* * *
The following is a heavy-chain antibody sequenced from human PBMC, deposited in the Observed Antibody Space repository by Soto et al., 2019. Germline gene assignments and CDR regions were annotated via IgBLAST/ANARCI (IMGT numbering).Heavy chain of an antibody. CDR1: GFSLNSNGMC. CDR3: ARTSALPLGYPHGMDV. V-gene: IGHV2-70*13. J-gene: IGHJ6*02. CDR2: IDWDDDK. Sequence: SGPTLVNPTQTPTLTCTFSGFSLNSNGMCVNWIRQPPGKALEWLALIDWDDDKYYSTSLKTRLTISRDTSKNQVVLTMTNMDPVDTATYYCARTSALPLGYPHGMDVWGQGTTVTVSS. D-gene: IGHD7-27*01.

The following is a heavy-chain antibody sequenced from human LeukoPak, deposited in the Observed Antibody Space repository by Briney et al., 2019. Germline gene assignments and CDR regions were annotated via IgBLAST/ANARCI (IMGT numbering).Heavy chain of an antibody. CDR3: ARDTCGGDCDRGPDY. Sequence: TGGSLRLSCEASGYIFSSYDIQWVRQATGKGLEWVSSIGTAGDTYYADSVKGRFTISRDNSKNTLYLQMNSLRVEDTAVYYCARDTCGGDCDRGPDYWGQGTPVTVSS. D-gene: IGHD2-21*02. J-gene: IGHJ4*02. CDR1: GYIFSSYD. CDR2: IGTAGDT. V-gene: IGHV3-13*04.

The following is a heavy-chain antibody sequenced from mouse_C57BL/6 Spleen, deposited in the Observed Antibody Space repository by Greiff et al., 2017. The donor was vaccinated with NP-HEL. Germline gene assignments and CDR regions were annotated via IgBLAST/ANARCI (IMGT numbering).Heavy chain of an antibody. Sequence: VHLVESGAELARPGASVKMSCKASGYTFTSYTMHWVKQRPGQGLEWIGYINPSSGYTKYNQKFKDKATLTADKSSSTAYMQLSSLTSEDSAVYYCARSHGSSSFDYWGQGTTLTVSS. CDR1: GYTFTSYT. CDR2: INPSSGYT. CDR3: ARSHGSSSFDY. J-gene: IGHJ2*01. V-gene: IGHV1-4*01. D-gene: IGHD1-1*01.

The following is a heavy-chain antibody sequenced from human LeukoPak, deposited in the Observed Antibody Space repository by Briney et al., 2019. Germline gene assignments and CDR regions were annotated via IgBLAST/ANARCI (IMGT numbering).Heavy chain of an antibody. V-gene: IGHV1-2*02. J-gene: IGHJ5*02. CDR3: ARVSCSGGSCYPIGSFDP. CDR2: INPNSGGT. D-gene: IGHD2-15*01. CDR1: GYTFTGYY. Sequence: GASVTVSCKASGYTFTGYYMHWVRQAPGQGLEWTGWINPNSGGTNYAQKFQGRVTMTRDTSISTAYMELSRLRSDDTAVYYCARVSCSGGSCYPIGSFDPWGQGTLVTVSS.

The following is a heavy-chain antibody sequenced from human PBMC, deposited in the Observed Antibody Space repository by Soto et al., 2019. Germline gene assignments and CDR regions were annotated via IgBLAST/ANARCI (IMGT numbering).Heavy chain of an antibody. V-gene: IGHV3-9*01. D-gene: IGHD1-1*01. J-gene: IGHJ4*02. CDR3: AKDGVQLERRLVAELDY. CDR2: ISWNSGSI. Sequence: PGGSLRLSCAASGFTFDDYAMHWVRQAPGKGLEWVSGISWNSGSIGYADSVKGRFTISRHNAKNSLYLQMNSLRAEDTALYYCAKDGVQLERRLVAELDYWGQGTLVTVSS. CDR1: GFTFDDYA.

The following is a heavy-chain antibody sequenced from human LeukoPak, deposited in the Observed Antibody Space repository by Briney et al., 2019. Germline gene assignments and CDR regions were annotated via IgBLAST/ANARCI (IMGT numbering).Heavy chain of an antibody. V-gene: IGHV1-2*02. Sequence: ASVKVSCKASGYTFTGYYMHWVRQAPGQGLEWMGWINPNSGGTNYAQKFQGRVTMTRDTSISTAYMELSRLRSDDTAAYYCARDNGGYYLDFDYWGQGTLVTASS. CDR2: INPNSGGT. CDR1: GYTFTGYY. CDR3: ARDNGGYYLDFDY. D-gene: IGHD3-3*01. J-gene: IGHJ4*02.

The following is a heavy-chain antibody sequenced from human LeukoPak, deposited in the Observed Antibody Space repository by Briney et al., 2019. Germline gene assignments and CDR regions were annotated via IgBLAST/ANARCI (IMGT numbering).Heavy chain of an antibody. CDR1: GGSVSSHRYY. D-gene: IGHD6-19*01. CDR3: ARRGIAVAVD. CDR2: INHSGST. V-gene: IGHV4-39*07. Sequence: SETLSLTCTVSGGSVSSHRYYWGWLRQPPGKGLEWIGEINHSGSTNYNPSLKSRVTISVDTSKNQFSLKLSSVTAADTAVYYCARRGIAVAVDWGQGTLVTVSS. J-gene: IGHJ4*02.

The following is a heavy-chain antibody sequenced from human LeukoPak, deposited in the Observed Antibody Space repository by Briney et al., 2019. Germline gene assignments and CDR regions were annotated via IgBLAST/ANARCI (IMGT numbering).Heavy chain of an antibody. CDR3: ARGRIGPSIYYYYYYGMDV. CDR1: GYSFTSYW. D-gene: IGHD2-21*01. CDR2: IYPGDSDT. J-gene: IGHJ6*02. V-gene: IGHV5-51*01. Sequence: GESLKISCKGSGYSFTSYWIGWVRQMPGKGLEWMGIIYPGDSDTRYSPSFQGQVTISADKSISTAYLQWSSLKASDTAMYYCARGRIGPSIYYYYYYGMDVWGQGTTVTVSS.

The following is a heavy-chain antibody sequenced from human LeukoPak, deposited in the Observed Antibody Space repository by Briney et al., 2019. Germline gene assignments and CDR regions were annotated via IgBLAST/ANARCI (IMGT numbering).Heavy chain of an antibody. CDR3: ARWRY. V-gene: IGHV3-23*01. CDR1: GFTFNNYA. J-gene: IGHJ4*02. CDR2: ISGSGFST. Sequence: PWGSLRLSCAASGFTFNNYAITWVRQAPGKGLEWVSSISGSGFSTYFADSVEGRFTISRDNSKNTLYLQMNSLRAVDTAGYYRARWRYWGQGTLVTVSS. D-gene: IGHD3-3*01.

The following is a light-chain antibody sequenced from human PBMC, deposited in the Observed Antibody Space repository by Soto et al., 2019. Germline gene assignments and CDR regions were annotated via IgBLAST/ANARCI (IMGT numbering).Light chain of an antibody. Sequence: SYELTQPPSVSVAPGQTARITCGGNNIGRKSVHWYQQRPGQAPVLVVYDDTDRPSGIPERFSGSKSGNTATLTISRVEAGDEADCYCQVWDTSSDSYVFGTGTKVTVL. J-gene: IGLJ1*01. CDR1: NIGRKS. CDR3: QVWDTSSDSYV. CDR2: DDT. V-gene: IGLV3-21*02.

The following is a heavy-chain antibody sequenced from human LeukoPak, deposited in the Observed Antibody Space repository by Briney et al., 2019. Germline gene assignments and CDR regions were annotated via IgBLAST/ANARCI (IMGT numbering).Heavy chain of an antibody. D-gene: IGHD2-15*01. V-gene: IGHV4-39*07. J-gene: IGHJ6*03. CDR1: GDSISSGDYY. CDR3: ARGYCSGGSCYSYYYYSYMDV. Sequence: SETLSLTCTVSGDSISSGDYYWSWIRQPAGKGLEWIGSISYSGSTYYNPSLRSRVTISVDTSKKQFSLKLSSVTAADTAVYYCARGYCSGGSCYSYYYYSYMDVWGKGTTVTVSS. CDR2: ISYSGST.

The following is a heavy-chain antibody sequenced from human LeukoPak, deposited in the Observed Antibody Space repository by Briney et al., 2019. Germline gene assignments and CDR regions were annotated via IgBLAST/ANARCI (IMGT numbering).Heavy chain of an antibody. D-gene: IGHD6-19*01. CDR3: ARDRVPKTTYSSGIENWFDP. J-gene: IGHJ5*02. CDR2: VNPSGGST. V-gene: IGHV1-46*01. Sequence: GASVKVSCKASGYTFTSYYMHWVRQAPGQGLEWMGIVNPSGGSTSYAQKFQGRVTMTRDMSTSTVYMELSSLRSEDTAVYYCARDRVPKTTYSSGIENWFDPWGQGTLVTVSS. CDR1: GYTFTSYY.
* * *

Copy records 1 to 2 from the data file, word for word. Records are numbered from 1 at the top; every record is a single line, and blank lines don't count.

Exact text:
The following is a heavy-chain antibody sequenced from human PBMC, deposited in the Observed Antibody Space repository by Soto et al., 2019. Germline gene assignments and CDR regions were annotated via IgBLAST/ANARCI (IMGT numbering).Heavy chain of an antibody. CDR1: GFSLNSNGMC. CDR3: ARTSALPLGYPHGMDV. V-gene: IGHV2-70*13. J-gene: IGHJ6*02. CDR2: IDWDDDK. Sequence: SGPTLVNPTQTPTLTCTFSGFSLNSNGMCVNWIRQPPGKALEWLALIDWDDDKYYSTSLKTRLTISRDTSKNQVVLTMTNMDPVDTATYYCARTSALPLGYPHGMDVWGQGTTVTVSS. D-gene: IGHD7-27*01.

The following is a heavy-chain antibody sequenced from human LeukoPak, deposited in the Observed Antibody Space repository by Briney et al., 2019. Germline gene assignments and CDR regions were annotated via IgBLAST/ANARCI (IMGT numbering).Heavy chain of an antibody. CDR3: ARDTCGGDCDRGPDY. Sequence: TGGSLRLSCEASGYIFSSYDIQWVRQATGKGLEWVSSIGTAGDTYYADSVKGRFTISRDNSKNTLYLQMNSLRVEDTAVYYCARDTCGGDCDRGPDYWGQGTPVTVSS. D-gene: IGHD2-21*02. J-gene: IGHJ4*02. CDR1: GYIFSSYD. CDR2: IGTAGDT. V-gene: IGHV3-13*04.